Reprinted from Dispatches From The Edge
In the end, the Brexit -- the vote on whether the United Kingdom should remain in the European Union (EU) or be the first in the 29-member trade group to bail out -- was a close fought matter, but for all the sturm und drang about a pivotal moment for the EU, the June 23 referendum that saw the Brexit pass was a very British affair.
While the European Union is clearly in a crisis -- countries weighed down with unpayable debt, economies virtually dead in the water, double digit unemployment, and a rising chorus of opposition to the austerity policies of the EU authorities in Brussels -- those were not the issues that brought the British people to the polls.
Indeed, the whole affair started as an entirely homegrown matter, an internal split in the ruling Conservative Party. Back in 2013, Conservative Prime Minister David Cameron cut a deal with the euro skeptic part of his party that if they would close ranks until after the 2015 general election, he would hold a referendum on the EU.
At the time, Cameron was also looking over his shoulder at the rise of the extreme right wing, racist United Kingdom Independence Party (UKIP), which had begun using anti-immigrant issues to poach Conservatives. It is likely that Cameron never really intended to follow through on the 2013 pledge, but once he let slip the dogs of war he had little control over the havoc that followed.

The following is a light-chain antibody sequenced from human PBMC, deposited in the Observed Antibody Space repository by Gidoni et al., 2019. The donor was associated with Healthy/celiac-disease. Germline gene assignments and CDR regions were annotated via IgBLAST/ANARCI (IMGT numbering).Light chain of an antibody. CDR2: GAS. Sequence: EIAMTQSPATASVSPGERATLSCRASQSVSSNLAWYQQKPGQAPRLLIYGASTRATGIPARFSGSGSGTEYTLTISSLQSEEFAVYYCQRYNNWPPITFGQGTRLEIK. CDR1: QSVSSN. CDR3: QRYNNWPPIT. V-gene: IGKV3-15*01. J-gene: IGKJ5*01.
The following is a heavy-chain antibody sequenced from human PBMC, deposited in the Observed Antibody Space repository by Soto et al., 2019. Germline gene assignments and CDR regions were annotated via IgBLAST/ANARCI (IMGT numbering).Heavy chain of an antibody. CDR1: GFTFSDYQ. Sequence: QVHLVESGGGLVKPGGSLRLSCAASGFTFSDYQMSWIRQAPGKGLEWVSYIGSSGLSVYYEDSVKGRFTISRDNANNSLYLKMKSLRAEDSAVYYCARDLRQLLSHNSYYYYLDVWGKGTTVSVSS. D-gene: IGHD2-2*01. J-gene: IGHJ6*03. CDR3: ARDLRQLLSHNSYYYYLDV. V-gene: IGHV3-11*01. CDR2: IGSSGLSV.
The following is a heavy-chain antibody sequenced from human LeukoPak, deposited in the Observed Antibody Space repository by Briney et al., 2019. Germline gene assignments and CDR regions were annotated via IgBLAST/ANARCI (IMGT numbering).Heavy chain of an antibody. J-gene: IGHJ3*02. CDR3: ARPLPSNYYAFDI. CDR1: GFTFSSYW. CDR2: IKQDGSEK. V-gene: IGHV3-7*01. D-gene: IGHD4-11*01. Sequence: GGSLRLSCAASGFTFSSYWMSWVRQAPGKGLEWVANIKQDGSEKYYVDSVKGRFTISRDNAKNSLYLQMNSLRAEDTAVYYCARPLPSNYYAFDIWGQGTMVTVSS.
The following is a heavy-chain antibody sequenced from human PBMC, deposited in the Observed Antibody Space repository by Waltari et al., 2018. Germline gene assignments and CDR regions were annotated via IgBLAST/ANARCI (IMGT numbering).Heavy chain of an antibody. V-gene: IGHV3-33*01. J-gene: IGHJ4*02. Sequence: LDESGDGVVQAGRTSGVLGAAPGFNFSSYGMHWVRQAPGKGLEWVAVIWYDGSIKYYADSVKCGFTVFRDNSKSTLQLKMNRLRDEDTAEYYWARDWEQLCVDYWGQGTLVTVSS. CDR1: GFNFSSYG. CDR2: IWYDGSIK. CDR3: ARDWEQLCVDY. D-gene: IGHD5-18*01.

When the Conservatives defeated the Labour Party last year, the "out" faction demanded their due, and what emerged was a deeply disturbing campaign that focused on race, religion and "sovereignty," the latter a code-word for a particularly nasty brand of nationalism that is on the rise all over Europe.
Brexiters conjured up hordes of Turks pouring into Britain, even though Turkey is not a EU member -- or likely to become one. In any case, the UK is not part of the Schengen countries, those members of the EU that allow visa less travel.
"Vote Leave" ran posters depicting crowds of Syrians and endless ads on Turkish birthrates. "None of this needs decoding," wrote Philip Stephens of the Financial Times, "The dog whistle has made way for the Klaxon. EU membership talks with Turkey, we are to understand, will soon see Britain overrun by millions of (Muslim) Turks -- most of them thugs or welfare scroungers."
Last year Britain did process some 330,000 immigrants, but the overwhelming majority of them hailed from Spain, Poland, the Baltic countries, and Greece. The UK has accepted very few Syrian refugees and Turks, certainly not enough to "overrun" the place.